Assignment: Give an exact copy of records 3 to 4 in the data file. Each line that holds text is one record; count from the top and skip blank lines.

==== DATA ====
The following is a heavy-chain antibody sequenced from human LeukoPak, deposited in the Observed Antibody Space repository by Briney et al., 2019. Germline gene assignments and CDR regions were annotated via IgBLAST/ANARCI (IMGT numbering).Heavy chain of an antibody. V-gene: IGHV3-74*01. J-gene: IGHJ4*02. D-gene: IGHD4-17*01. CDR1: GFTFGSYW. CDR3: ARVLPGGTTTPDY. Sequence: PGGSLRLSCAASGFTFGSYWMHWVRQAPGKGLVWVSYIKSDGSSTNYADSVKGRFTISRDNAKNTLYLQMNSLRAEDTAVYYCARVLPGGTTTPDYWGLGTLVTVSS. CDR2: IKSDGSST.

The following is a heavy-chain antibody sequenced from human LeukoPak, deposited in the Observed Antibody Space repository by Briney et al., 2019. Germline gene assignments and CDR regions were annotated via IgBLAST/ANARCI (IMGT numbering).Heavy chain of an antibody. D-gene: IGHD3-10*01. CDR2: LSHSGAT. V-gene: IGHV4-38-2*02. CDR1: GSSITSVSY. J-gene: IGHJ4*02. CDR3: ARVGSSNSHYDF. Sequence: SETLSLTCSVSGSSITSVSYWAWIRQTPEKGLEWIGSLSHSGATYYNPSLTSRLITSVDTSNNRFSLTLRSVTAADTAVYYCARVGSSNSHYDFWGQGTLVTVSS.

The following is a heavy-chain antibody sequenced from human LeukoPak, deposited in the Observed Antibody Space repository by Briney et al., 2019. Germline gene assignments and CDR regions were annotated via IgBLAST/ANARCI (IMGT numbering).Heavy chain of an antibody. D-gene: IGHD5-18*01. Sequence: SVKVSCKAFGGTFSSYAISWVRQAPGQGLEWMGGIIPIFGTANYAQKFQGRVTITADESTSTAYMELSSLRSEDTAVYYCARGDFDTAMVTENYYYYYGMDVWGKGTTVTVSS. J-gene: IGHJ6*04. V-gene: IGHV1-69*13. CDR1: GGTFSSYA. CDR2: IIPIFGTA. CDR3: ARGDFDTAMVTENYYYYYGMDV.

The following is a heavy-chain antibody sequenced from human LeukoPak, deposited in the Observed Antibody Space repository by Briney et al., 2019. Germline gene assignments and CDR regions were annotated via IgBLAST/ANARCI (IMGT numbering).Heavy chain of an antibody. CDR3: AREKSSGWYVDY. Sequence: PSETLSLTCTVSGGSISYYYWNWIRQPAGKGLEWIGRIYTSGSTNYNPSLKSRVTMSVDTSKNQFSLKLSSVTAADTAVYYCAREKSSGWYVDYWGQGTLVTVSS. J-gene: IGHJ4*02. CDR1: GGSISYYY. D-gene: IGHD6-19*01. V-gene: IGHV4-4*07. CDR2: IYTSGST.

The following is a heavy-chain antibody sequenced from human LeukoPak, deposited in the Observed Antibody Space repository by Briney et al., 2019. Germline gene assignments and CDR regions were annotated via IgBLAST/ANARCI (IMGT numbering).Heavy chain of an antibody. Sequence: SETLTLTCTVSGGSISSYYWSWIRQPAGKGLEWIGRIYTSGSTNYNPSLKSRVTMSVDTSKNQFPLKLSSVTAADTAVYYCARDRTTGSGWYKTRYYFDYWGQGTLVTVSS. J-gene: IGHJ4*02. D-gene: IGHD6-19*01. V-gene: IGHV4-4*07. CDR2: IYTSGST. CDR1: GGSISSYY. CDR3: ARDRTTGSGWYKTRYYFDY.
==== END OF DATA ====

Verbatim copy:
The following is a heavy-chain antibody sequenced from human LeukoPak, deposited in the Observed Antibody Space repository by Briney et al., 2019. Germline gene assignments and CDR regions were annotated via IgBLAST/ANARCI (IMGT numbering).Heavy chain of an antibody. D-gene: IGHD5-18*01. Sequence: SVKVSCKAFGGTFSSYAISWVRQAPGQGLEWMGGIIPIFGTANYAQKFQGRVTITADESTSTAYMELSSLRSEDTAVYYCARGDFDTAMVTENYYYYYGMDVWGKGTTVTVSS. J-gene: IGHJ6*04. V-gene: IGHV1-69*13. CDR1: GGTFSSYA. CDR2: IIPIFGTA. CDR3: ARGDFDTAMVTENYYYYYGMDV.

The following is a heavy-chain antibody sequenced from human LeukoPak, deposited in the Observed Antibody Space repository by Briney et al., 2019. Germline gene assignments and CDR regions were annotated via IgBLAST/ANARCI (IMGT numbering).Heavy chain of an antibody. CDR3: AREKSSGWYVDY. Sequence: PSETLSLTCTVSGGSISYYYWNWIRQPAGKGLEWIGRIYTSGSTNYNPSLKSRVTMSVDTSKNQFSLKLSSVTAADTAVYYCAREKSSGWYVDYWGQGTLVTVSS. J-gene: IGHJ4*02. CDR1: GGSISYYY. D-gene: IGHD6-19*01. V-gene: IGHV4-4*07. CDR2: IYTSGST.